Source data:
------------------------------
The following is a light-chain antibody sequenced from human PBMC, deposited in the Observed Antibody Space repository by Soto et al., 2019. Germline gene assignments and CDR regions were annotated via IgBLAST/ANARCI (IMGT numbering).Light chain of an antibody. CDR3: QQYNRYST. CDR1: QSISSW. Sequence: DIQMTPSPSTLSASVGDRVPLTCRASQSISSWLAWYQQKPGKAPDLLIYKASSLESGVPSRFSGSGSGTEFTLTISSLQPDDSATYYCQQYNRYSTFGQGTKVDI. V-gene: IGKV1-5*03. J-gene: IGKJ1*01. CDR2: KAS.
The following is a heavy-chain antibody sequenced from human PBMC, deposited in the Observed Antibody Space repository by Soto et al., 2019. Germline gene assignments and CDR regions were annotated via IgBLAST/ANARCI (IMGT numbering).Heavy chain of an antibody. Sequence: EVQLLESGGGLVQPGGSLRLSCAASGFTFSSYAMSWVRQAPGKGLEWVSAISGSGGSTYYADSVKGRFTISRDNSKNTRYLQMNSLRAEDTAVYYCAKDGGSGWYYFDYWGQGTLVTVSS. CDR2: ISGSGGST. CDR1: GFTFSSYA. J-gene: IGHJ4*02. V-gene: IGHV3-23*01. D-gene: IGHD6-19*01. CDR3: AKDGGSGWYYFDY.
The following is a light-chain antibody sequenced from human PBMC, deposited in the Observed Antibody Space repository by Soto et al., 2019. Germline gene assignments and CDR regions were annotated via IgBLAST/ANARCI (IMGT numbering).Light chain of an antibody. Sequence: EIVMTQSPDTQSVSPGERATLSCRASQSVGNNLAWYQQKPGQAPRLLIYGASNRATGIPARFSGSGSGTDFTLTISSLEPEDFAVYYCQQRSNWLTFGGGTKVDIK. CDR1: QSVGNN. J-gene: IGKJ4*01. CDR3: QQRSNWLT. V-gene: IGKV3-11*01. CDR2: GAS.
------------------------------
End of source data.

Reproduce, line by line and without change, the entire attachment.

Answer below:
The following is a light-chain antibody sequenced from human PBMC, deposited in the Observed Antibody Space repository by Soto et al., 2019. Germline gene assignments and CDR regions were annotated via IgBLAST/ANARCI (IMGT numbering).Light chain of an antibody. CDR3: QQYNRYST. CDR1: QSISSW. Sequence: DIQMTPSPSTLSASVGDRVPLTCRASQSISSWLAWYQQKPGKAPDLLIYKASSLESGVPSRFSGSGSGTEFTLTISSLQPDDSATYYCQQYNRYSTFGQGTKVDI. V-gene: IGKV1-5*03. J-gene: IGKJ1*01. CDR2: KAS.
The following is a heavy-chain antibody sequenced from human PBMC, deposited in the Observed Antibody Space repository by Soto et al., 2019. Germline gene assignments and CDR regions were annotated via IgBLAST/ANARCI (IMGT numbering).Heavy chain of an antibody. Sequence: EVQLLESGGGLVQPGGSLRLSCAASGFTFSSYAMSWVRQAPGKGLEWVSAISGSGGSTYYADSVKGRFTISRDNSKNTRYLQMNSLRAEDTAVYYCAKDGGSGWYYFDYWGQGTLVTVSS. CDR2: ISGSGGST. CDR1: GFTFSSYA. J-gene: IGHJ4*02. V-gene: IGHV3-23*01. D-gene: IGHD6-19*01. CDR3: AKDGGSGWYYFDY.
The following is a light-chain antibody sequenced from human PBMC, deposited in the Observed Antibody Space repository by Soto et al., 2019. Germline gene assignments and CDR regions were annotated via IgBLAST/ANARCI (IMGT numbering).Light chain of an antibody. Sequence: EIVMTQSPDTQSVSPGERATLSCRASQSVGNNLAWYQQKPGQAPRLLIYGASNRATGIPARFSGSGSGTDFTLTISSLEPEDFAVYYCQQRSNWLTFGGGTKVDIK. CDR1: QSVGNN. J-gene: IGKJ4*01. CDR3: QQRSNWLT. V-gene: IGKV3-11*01. CDR2: GAS.